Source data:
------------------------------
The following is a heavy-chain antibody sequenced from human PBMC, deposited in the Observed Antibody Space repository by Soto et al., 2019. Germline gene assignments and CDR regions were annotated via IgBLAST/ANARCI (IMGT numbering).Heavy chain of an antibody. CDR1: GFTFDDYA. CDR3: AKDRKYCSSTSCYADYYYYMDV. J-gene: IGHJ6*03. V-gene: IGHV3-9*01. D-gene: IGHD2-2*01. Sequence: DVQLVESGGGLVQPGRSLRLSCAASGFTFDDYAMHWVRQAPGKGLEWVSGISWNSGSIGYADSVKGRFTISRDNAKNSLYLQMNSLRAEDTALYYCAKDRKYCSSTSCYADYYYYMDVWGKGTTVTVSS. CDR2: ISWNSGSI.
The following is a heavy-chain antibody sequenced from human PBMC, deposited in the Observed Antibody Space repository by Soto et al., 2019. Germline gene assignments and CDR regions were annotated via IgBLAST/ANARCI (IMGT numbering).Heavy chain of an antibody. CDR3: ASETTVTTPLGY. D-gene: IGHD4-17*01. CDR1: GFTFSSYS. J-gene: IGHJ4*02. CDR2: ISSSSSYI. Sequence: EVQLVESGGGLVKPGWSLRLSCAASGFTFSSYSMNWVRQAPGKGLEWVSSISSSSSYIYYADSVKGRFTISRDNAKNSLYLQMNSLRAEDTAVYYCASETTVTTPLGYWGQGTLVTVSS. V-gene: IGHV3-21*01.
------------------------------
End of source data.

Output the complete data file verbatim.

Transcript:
The following is a heavy-chain antibody sequenced from human PBMC, deposited in the Observed Antibody Space repository by Soto et al., 2019. Germline gene assignments and CDR regions were annotated via IgBLAST/ANARCI (IMGT numbering).Heavy chain of an antibody. CDR1: GFTFDDYA. CDR3: AKDRKYCSSTSCYADYYYYMDV. J-gene: IGHJ6*03. V-gene: IGHV3-9*01. D-gene: IGHD2-2*01. Sequence: DVQLVESGGGLVQPGRSLRLSCAASGFTFDDYAMHWVRQAPGKGLEWVSGISWNSGSIGYADSVKGRFTISRDNAKNSLYLQMNSLRAEDTALYYCAKDRKYCSSTSCYADYYYYMDVWGKGTTVTVSS. CDR2: ISWNSGSI.
The following is a heavy-chain antibody sequenced from human PBMC, deposited in the Observed Antibody Space repository by Soto et al., 2019. Germline gene assignments and CDR regions were annotated via IgBLAST/ANARCI (IMGT numbering).Heavy chain of an antibody. CDR3: ASETTVTTPLGY. D-gene: IGHD4-17*01. CDR1: GFTFSSYS. J-gene: IGHJ4*02. CDR2: ISSSSSYI. Sequence: EVQLVESGGGLVKPGWSLRLSCAASGFTFSSYSMNWVRQAPGKGLEWVSSISSSSSYIYYADSVKGRFTISRDNAKNSLYLQMNSLRAEDTAVYYCASETTVTTPLGYWGQGTLVTVSS. V-gene: IGHV3-21*01.